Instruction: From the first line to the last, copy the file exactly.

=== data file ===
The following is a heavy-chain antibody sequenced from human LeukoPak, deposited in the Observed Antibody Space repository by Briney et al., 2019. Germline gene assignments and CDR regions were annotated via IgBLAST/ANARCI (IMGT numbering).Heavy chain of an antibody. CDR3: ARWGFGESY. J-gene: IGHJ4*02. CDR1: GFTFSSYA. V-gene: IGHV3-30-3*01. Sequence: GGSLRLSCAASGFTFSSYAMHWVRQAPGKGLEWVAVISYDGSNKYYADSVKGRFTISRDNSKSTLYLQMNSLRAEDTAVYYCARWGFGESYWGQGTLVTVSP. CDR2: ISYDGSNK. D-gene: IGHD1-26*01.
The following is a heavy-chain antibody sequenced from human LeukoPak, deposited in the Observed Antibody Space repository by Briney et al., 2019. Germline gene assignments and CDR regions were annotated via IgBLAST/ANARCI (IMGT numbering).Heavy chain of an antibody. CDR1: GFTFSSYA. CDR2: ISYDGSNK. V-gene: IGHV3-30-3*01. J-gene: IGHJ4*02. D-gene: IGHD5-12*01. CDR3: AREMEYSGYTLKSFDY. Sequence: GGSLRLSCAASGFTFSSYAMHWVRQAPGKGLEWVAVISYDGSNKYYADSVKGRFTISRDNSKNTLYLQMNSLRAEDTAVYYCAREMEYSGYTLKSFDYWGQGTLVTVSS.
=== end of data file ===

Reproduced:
The following is a heavy-chain antibody sequenced from human LeukoPak, deposited in the Observed Antibody Space repository by Briney et al., 2019. Germline gene assignments and CDR regions were annotated via IgBLAST/ANARCI (IMGT numbering).Heavy chain of an antibody. CDR3: ARWGFGESY. J-gene: IGHJ4*02. CDR1: GFTFSSYA. V-gene: IGHV3-30-3*01. Sequence: GGSLRLSCAASGFTFSSYAMHWVRQAPGKGLEWVAVISYDGSNKYYADSVKGRFTISRDNSKSTLYLQMNSLRAEDTAVYYCARWGFGESYWGQGTLVTVSP. CDR2: ISYDGSNK. D-gene: IGHD1-26*01.
The following is a heavy-chain antibody sequenced from human LeukoPak, deposited in the Observed Antibody Space repository by Briney et al., 2019. Germline gene assignments and CDR regions were annotated via IgBLAST/ANARCI (IMGT numbering).Heavy chain of an antibody. CDR1: GFTFSSYA. CDR2: ISYDGSNK. V-gene: IGHV3-30-3*01. J-gene: IGHJ4*02. D-gene: IGHD5-12*01. CDR3: AREMEYSGYTLKSFDY. Sequence: GGSLRLSCAASGFTFSSYAMHWVRQAPGKGLEWVAVISYDGSNKYYADSVKGRFTISRDNSKNTLYLQMNSLRAEDTAVYYCAREMEYSGYTLKSFDYWGQGTLVTVSS.